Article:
Ethnically Diverse Crew of Henry VIII’s Flagship Hailed From Iberia, North Africa

New multi-isotope analysis illuminates early lives of sailors stationed on the Tudor “Mary Rose,” including three born outside of Britain

The "Mary Rose," as seen on display in 2019
“We used five isotope methods in all to provide information on geology, coastal proximity, climate and diet,” says study co-author Richard Madgwick, an osteoarchaeologist at Cardiff University. Geni via Wikimedia Commons under CC BY-SA 4.0

When Henry VIII’s favorite warship, the Mary Rose, sank during the Battle of the Solent in 1545, most of its 415 crew members drowned. Now, reports Steve Deeks for the Portsmouth News, scientists using modern methods have uncovered remarkably detailed biographical information about eight of the Tudor flagship’s crew members, including one likely from Africa and two likely from southern Europe.

The research, published in the journal Royal Society Open Source, used multi-isotope analysis of crew members’ teeth to identify evidence about the climate and geology of their homelands, as well as their childhood diets. Combined with previous DNA research, written records and artifacts found in the wreck, the information has helped scholars vividly reconstruct the lives of Tudor sailors.

“The variety and number of personal artifacts recovered which were clearly not of English manufacture made us wonder whether some of the crew were foreign by birth,” says co-author Alexzandra Hildred, head of research at the Mary Rose Trust, in a statement. “However, we never expected this diversity to be so rich. This study transforms our perceived ideas regarding the composition of the nascent English navy.”

Per the Guardian’s Steven Morris, researchers have nicknamed one of the crew members the “royal archer” in recognition of his leather wristband, which was decorated with a pomegranate—a symbol associated with Henry’s first wife, Catherine of Aragon. The isotope research suggests that he grew up in the Atlas Mountains of northwest Africa, or possibly in Catherine’s home country of Spain.

Mary Rose crew
Scholars combined multi-isotope analysis with previous research to gain new insights on the Tudor flagship's crew. The Mary Rose Trust

Another man, the “gentleman,” was found close to a chest containing a casket panel that may have been produced in northern Italy. His teeth reveal likely origins along the southern European coast. A third man, the “carpenter,” was found in a cabin with Spanish coins and tools and appears to have hailed from inland southwest Spain.

The five remaining crew members included in the study were probably all from Britain; isotope analysis indicated their specific origins. The purser, for example, may have grown up along the Thames estuary, while the “young mariner,” a teenager nicknamed Henry in previous research, was raised in southwestern England. Henry’s mitochondrial DNA suggests that he had family origins in North Africa.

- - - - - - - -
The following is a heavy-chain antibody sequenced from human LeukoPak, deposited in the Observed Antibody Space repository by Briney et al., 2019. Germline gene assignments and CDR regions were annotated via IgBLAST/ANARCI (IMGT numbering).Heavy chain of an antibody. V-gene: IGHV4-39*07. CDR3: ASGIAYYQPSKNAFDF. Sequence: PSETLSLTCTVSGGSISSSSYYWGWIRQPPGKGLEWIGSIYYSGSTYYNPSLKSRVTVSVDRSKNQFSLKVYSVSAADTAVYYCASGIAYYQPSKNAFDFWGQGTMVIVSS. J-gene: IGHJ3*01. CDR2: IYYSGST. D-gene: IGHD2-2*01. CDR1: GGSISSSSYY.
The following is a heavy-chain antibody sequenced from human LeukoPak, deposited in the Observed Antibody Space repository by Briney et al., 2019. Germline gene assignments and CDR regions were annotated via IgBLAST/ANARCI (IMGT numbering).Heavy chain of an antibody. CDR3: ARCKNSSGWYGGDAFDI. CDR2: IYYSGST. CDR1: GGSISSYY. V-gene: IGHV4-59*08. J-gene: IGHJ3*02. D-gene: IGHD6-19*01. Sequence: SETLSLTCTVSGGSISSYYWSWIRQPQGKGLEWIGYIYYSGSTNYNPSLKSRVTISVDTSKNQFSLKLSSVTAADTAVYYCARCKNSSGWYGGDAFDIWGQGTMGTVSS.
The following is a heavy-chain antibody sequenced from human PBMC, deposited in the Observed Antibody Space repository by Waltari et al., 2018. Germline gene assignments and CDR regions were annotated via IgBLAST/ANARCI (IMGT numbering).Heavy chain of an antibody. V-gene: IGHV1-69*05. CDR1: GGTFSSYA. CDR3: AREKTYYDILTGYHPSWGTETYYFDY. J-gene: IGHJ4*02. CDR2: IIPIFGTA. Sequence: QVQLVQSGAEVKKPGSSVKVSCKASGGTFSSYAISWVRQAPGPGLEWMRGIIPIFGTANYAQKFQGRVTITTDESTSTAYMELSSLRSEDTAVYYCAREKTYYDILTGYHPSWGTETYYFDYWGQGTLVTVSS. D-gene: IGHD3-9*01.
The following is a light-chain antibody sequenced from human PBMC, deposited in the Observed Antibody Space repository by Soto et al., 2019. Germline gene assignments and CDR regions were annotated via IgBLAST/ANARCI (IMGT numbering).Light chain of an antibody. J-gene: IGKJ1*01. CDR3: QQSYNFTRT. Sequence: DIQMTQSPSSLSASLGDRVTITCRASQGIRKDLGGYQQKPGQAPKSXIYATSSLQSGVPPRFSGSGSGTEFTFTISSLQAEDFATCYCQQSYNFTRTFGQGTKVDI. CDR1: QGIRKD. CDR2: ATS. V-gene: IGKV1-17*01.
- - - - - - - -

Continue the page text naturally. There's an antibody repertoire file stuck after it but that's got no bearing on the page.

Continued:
“We used five isotope methods in all to provide information on geology, coastal proximity, climate and diet,” co-author Richard Madgwick, an osteoarchaeologist at Cardiff University, tells the Guardian. “We already know quite a bit about these characters in terms of profession etc., so this study reconstructs biographies in unparalleled detail.”

As BBC News notes, the Mary Rose operated for 34 years before meeting its end in a clash with England’s perennial enemy, France. In 1982, researchers raised the ship from the watery depths and recovered the (at least partial) remains of 179 crew members. The new research centers on some of the best-preserved skeletons salvaged from the wreck.

Many Faces of Tudor England Exhibition Walkthrough

“This adds to the ever-growing body of evidence for diversity in geographic origins, ancestry and lived experiences in Tudor England,” says lead author Jessica Scorrer, an archaeologist at Cardiff University, in the statement.

Africans have lived in Britain since the Roman era, wrote Bidisha for the Guardian in 2017. Historian Miranda Kaufmann has documented the presence of people of African background in the royal courts of Henry VII, Henry VIII, Elizabeth I and James I, as well as in more modest settings as sailors, artisans and laborers.

Per the study, Tudor trade links with Mediterranean cities “probably resulted in the movement of people as well as goods.”

As Kate Britton, an archaeologist at the University of Aberdeen who wasn’t involved in the research, tells New Scientist’s Karina Shah, “There were extensive trade networks across Europe and much further afield at that time.”

The Many Faces of Tudor England,” an exhibition based on discoveries about the eight crew members, will be on view at the Mary Rose Museum in Portsmouth upon its reopening May 17. A virtual version of the show is also available to browse online.

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